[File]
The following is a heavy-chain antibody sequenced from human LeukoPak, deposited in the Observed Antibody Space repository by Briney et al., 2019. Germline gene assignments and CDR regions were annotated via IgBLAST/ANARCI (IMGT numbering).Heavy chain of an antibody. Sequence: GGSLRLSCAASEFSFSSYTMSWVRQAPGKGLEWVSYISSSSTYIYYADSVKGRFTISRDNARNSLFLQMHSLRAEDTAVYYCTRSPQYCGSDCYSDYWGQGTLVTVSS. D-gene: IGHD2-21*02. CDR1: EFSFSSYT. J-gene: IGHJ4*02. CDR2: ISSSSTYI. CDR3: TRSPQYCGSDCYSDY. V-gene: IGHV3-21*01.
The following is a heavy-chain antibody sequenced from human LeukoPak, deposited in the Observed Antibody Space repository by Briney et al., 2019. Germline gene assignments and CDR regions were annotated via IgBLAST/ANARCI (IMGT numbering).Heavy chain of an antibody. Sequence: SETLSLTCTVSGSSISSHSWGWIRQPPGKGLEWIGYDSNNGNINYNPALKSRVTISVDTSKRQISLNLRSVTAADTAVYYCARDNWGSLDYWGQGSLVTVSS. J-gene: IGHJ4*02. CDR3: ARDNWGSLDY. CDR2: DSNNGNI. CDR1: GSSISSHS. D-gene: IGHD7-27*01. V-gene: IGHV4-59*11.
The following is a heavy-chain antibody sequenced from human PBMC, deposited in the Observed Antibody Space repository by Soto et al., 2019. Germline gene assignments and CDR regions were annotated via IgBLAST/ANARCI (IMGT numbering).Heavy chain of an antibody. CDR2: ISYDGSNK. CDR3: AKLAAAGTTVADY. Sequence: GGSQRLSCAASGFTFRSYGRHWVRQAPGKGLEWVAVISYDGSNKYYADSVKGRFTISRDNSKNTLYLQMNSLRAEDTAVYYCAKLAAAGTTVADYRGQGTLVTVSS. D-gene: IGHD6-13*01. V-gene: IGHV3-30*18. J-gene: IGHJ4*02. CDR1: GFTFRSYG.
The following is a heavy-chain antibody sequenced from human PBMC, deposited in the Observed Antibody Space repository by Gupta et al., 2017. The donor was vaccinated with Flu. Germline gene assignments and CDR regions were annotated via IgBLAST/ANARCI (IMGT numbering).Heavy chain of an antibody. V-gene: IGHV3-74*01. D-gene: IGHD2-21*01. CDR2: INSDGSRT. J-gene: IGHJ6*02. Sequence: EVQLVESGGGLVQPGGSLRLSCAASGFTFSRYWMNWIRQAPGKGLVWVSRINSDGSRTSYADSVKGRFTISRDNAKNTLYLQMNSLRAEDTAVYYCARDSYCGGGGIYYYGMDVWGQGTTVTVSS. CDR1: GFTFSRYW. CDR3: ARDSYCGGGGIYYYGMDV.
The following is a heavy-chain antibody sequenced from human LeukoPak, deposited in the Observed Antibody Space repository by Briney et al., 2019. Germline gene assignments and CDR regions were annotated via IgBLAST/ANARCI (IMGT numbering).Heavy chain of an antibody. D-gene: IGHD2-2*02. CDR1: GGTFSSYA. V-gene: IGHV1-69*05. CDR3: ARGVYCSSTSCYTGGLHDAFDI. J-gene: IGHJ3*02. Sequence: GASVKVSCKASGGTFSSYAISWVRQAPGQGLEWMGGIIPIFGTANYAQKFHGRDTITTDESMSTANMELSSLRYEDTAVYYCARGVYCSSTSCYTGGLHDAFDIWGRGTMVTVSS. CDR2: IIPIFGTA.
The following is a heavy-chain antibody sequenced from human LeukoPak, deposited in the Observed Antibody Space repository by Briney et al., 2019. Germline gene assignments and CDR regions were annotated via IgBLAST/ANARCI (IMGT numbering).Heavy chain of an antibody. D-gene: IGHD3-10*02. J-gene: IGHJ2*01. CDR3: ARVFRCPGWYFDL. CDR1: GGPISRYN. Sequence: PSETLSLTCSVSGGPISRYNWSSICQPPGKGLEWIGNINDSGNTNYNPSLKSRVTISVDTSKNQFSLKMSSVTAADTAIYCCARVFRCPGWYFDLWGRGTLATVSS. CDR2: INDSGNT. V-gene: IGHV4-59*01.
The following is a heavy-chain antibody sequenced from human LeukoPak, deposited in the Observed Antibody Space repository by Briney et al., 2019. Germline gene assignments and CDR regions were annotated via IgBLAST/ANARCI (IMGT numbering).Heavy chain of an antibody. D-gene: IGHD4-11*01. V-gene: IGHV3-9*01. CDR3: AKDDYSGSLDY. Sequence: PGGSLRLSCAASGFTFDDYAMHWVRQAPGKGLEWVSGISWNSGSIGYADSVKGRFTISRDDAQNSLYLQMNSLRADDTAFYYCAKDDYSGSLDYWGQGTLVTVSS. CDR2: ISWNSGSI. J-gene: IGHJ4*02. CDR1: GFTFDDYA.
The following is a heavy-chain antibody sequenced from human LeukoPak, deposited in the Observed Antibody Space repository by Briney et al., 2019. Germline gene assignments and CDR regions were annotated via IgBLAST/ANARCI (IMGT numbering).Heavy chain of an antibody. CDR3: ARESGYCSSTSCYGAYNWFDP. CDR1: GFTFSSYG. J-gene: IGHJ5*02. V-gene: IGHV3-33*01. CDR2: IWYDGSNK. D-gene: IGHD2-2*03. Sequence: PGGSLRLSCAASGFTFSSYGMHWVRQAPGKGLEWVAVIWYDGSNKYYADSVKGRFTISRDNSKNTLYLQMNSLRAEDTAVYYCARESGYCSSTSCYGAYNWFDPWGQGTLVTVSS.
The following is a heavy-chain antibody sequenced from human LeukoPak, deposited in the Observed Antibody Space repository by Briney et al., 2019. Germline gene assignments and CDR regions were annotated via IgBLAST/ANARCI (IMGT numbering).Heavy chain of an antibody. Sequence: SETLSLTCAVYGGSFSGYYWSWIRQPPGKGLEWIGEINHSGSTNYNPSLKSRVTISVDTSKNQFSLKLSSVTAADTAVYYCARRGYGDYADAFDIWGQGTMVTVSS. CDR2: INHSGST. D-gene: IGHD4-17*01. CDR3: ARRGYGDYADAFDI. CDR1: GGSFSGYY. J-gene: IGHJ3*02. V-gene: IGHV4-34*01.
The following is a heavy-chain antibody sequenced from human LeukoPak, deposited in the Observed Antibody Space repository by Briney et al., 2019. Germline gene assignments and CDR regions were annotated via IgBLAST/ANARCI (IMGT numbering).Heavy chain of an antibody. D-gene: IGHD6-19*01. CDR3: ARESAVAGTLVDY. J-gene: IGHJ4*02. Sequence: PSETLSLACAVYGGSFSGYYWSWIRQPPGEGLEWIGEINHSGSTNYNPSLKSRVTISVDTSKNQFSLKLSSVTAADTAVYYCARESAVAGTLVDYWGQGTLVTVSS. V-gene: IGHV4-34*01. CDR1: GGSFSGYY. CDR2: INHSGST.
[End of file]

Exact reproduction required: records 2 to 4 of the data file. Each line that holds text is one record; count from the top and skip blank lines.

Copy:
The following is a heavy-chain antibody sequenced from human LeukoPak, deposited in the Observed Antibody Space repository by Briney et al., 2019. Germline gene assignments and CDR regions were annotated via IgBLAST/ANARCI (IMGT numbering).Heavy chain of an antibody. Sequence: SETLSLTCTVSGSSISSHSWGWIRQPPGKGLEWIGYDSNNGNINYNPALKSRVTISVDTSKRQISLNLRSVTAADTAVYYCARDNWGSLDYWGQGSLVTVSS. J-gene: IGHJ4*02. CDR3: ARDNWGSLDY. CDR2: DSNNGNI. CDR1: GSSISSHS. D-gene: IGHD7-27*01. V-gene: IGHV4-59*11.
The following is a heavy-chain antibody sequenced from human PBMC, deposited in the Observed Antibody Space repository by Soto et al., 2019. Germline gene assignments and CDR regions were annotated via IgBLAST/ANARCI (IMGT numbering).Heavy chain of an antibody. CDR2: ISYDGSNK. CDR3: AKLAAAGTTVADY. Sequence: GGSQRLSCAASGFTFRSYGRHWVRQAPGKGLEWVAVISYDGSNKYYADSVKGRFTISRDNSKNTLYLQMNSLRAEDTAVYYCAKLAAAGTTVADYRGQGTLVTVSS. D-gene: IGHD6-13*01. V-gene: IGHV3-30*18. J-gene: IGHJ4*02. CDR1: GFTFRSYG.
The following is a heavy-chain antibody sequenced from human PBMC, deposited in the Observed Antibody Space repository by Gupta et al., 2017. The donor was vaccinated with Flu. Germline gene assignments and CDR regions were annotated via IgBLAST/ANARCI (IMGT numbering).Heavy chain of an antibody. V-gene: IGHV3-74*01. D-gene: IGHD2-21*01. CDR2: INSDGSRT. J-gene: IGHJ6*02. Sequence: EVQLVESGGGLVQPGGSLRLSCAASGFTFSRYWMNWIRQAPGKGLVWVSRINSDGSRTSYADSVKGRFTISRDNAKNTLYLQMNSLRAEDTAVYYCARDSYCGGGGIYYYGMDVWGQGTTVTVSS. CDR1: GFTFSRYW. CDR3: ARDSYCGGGGIYYYGMDV.